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Brewers win on horrendous call by umpire Mike Estabrook

Jun 1, 2013, 7:17 PM EST

Brewers @ Phillies June 1 2013

The Brewers defeated the Phillies today 4-3, thanks in large part to a horrendous call by second base umpire Mike Estabrook in the bottom of the ninth inning. Down 4-2 initially, Freddy Galvis homered to lead off the ninth against Brewers reliever Francisco Rodriguez. Pinch-hitter Jimmy Rollins, who was not in the lineup due to a sore right foot, followed up with a single. Pitcher Kyle Kendrick pinch-ran for Rollins and was moved up to second base on a sacrifice bunt by Ben Revere. With Cesar Hernandez batting, Rodriguez wheeled and fired back to second base, covered by shortstop Jean Segura.

Watch the play unfold in this .gif:

Good thing there isn’t any technology available which would have allowed the correct call to be made.

On the very next pitch, Hernandez doubled to right field, which would have scored Kendrick. Rodriguez then intentionally walked Domonic Brown to face the much-less threatening Michael Martinez, who feebly grounded out to Segura at shortstop to end the comeback attempt.

101 Comments (Feed for Comments)
  1. cur68 - Jun 1, 2013 at 7:21 PM

    Human Element, FUCK YEAH!

    /facepalm

    • bendover09 - Jun 1, 2013 at 8:50 PM

      Wait until you see the strikeout call on Berkman. Then he was thrown out of the game. Another good day for the umpires.

  2. normcash - Jun 1, 2013 at 7:22 PM

    Wrong call for sure, but it’s easy to see how he missed it from the angle he had—his view
    was blocked by the second baseman and the ball fortuitously rolled right into his glove and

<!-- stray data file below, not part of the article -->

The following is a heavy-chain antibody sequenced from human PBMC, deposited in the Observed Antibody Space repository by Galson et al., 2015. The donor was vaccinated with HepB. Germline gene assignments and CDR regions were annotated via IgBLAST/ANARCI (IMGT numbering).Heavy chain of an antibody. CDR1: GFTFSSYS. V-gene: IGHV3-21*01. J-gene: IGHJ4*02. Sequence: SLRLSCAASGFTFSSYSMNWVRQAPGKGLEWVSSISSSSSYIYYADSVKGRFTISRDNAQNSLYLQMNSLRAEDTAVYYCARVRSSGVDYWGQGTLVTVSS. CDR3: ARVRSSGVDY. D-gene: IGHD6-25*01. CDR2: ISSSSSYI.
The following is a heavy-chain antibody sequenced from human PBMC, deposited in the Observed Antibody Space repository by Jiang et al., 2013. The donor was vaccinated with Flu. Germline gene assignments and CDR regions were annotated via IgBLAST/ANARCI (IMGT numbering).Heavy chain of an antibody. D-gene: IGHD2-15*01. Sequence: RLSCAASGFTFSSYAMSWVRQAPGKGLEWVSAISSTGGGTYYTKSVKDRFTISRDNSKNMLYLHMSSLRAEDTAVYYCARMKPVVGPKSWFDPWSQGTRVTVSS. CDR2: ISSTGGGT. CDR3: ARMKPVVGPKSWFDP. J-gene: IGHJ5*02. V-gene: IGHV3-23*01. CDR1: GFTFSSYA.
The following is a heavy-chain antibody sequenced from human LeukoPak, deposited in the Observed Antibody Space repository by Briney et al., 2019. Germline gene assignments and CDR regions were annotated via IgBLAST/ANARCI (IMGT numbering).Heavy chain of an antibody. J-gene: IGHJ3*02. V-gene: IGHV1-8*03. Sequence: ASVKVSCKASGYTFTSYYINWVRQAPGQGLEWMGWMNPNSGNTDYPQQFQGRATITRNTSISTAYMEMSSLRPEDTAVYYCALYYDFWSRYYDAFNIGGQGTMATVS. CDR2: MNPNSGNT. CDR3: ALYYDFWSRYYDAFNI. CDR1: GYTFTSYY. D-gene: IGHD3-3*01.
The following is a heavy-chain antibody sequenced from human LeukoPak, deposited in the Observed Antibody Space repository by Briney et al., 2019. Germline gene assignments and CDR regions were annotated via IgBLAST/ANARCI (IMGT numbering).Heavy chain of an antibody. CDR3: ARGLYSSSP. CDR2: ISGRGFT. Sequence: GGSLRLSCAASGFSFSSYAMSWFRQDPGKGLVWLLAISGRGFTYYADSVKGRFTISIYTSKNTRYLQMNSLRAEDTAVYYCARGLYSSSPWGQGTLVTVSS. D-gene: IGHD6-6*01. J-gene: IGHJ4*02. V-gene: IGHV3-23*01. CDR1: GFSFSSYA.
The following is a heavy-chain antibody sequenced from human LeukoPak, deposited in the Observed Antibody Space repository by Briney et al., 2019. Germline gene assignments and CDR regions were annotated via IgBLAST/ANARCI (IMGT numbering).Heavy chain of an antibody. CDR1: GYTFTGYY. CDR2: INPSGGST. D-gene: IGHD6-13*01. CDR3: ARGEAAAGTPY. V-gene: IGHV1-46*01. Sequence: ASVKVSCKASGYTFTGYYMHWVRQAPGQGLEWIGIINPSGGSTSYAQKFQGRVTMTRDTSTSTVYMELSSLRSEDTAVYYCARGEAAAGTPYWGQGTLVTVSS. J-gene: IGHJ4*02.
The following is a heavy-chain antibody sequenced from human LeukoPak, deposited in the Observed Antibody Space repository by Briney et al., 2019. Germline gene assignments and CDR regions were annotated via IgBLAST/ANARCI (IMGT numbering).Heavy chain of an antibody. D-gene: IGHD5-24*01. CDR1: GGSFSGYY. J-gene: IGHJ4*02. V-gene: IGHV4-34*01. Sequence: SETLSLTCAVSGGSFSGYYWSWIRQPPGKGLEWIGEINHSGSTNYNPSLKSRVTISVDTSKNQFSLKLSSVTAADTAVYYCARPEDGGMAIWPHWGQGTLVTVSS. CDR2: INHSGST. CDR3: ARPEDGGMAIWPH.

he sold it….

    • djeter220 - Jun 1, 2013 at 7:42 PM

      The ball rolled rolled right into his bare hand, which would have no way of being there if he had made the clean catch and tag like the ump assumed…the fact that he presented the ball in his bare hand should have been a dead giveaway he didn’t make the play cleanly.

      • egb234 - Jun 1, 2013 at 7:51 PM

        You have no idea what the ump assumed in the split second he made the call. What if he assumed the right hand was close enough to pull the ball out of the glove? It would have been a reasonable assumption because, again, HIS VIEW WAS BLOCKED.

      • Utley's Hair - Jun 1, 2013 at 8:13 PM

        Segura had the ball in his bare hand. His view being blocked was irrelevant.

  3. Stiller43 - Jun 1, 2013 at 7:32 PM

    “On the very next pitch, Hernandez doubled to right field, which would have scored Kendrick.”

    That is, of course, assuming his pitch selection and everything that goes into pitching remains exactly the same with or without a RISP.

    • DJ MC - Jun 1, 2013 at 7:43 PM

      Of course, we’ll never know how that human element, which is interesting and important to the game, would have been effected because we waste time allowing another, pointless form of human element to negate it.

    • DelawarePhilliesFan - Jun 2, 2013 at 7:55 AM

      I have always argued that same point – you don’t know what the pitch would be in a hypothetical situation. But in the intial spot, it was 1 out and a runner on second. In that situation, you just need an out. Flyball won’t hurt you nor will a groundout, so you just need an out anyway you can get it (i.e. you don’t have to go for the strikeout). 2 outs and no one on base, the situation really has not changed – just get an out anyway you can. It’s hard for me to see how the pitchers approach changes, and if you look at the pitch selection to Hernandez for his at bat, it was the same rotation of pitches that everyone else saw – except for Revere, who was trying to make an out with a sacrifice.